The Holly Tree Fungus
Holly trees are susceptible to a variety of different fungal infections that attack different parts of the holly tree from leaves to roots. Plant vigor greatly decreases and infections may progress until the entire plant dies, particularly when root systems are destroyed. Identify different holly tree fungus problems and associated control methods for successful growth of healthy holly trees.
Holly tree fungus problems are more prevalent among stressed or weakened plants. With proper maintenance, your holly trees remain vigorous and more prepared to fight off or to resist fungal infections. Grow hollies in full sun exposure; though hollies will grow in full sun to partial shade, plants grow most successfully in full sun. Provide acid, well-drained soil high in organic content, according to the Clemson University Extension. Add a layer of mulch to the soil surrounding your holly tree for moisture retention and to regulate temperatures; mulch reduces the occurrence of weeds that act as host plants to insects that may infest trees and cause injury.
Black Root Rot
Black root rot is a disease of holly trees caused by the soil-borne fungus Thielaviopsis basicola. Symptoms of this fungal infection includes stunted growth and color fading in veins. Roots become a dark brown to black hue. Black root rot primarily attacks root systems, causing overall discoloration and rot. If the damage becomes too severe, plants may die, particularly in times of drought conditions during which the plant has no means of absorbing water, according to the Clemson University Extension. For control, remove affected plants as fungicidal application will not cure black root rot of holly trees. Since the soil-borne fungi may remain in the soil for many years, plant resistant hollies or other resistant plants.
Tar Spot Fungus
Tar spot is a fungal disease that attacks holly trees. Caused by the fungus Phacidium curtisii, symptoms include yellow spots on leaves during May. Affected leaves become a red/brown color and turn completely black by autumn, according to the Clemson University Extension. As water often spreads fungi from one plant part to the next, heavy rainfall may cause fungal infection of berries that subsequently display similar spots. Tar spot specifically affects English holly trees and American holly trees. For control, remove and destroy all affected fallen plant parts to prevent re-occurrence and transfer of the disease to other plants. Remove and destroy severely diseased leaves still on the tree and prune your holly to thin out branch density and increase airflow to all branches. Always sanitize pruning tools between each cut and between uses from plant to plant to prevent the transfer of disease-causing fungi.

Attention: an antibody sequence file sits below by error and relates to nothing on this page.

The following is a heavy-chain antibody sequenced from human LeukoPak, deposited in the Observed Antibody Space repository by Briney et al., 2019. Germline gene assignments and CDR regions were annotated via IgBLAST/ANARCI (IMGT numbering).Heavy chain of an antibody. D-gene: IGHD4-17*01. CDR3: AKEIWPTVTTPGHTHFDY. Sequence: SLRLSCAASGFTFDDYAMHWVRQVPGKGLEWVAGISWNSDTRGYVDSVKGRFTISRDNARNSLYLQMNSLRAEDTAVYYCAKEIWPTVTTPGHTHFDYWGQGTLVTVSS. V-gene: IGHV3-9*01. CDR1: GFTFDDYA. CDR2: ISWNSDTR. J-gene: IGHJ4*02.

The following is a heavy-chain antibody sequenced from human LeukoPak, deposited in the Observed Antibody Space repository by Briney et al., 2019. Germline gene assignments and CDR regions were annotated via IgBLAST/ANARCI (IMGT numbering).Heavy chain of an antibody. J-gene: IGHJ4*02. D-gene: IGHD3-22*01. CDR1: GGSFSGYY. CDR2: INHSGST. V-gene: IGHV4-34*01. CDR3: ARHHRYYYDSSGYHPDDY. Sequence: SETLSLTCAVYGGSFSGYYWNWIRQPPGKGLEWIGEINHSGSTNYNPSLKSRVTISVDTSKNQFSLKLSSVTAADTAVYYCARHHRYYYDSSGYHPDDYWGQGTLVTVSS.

Phytophthora Root Rot
Phytophthora root rot of holly trees is a caused by a water mold fungus called Phytophthora cinnamomi. This root rot disease causes yellowed leaves that may fall prematurely from the tree, slow or stunted growth, twig dieback, wilting, and areas of dead plant tissue that usually extend from roots to diseased limbs. The disease progresses until the root system is completely destroyed, causing potential plant death, according to the Clemson University Extension. For control, avoid excessive mulch use as the water-borne fungus prefers wet sites and poorly drained soil. Consider planting trees in raised beds for better drainage and utilize only well-drained soil in areas that allow for cool soil temperatures. Choose healthy holly trees for planting to avoid growing an already diseased plant. For preventive fungicide use, apply fungicides containing the active ingredient etridiazole or mefenoxam. Fungicides may prevent disease but will not cure a problem once it has infected your holly. Contact a professional for successful application, according to the Clemson University Extension.
Resistant and Susceptible Varieties
Identify resistant and highly susceptible varieties as a preventive measure to avoid holly tree fungus problems. For example, Chinese holly (Ilex cornuta), Yaupon holly (I. vomitoria) and American holly (I. opaca) all exhibit moderate resistance to black root rot, according to the Clemson University Extension. Japanese holly (I. crenata), however, is highly susceptible to root rot like black root rot and Phytophthora root rot. For a detailed account of resistant and susceptible species as well as which holly fungus problems are prevalent in your region, contact your local extension agent.